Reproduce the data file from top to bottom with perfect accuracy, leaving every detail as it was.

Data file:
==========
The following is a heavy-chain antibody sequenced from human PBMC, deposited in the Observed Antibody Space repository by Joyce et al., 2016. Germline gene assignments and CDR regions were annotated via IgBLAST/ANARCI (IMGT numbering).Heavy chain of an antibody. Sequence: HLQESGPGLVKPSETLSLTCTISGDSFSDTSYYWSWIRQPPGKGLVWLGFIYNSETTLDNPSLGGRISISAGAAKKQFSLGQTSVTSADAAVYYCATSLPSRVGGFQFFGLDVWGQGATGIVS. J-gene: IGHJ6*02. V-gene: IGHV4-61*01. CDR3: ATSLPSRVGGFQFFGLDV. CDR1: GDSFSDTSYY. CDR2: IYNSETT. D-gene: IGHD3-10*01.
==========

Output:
The following is a heavy-chain antibody sequenced from human PBMC, deposited in the Observed Antibody Space repository by Joyce et al., 2016. Germline gene assignments and CDR regions were annotated via IgBLAST/ANARCI (IMGT numbering).Heavy chain of an antibody. Sequence: HLQESGPGLVKPSETLSLTCTISGDSFSDTSYYWSWIRQPPGKGLVWLGFIYNSETTLDNPSLGGRISISAGAAKKQFSLGQTSVTSADAAVYYCATSLPSRVGGFQFFGLDVWGQGATGIVS. J-gene: IGHJ6*02. V-gene: IGHV4-61*01. CDR3: ATSLPSRVGGFQFFGLDV. CDR1: GDSFSDTSYY. CDR2: IYNSETT. D-gene: IGHD3-10*01.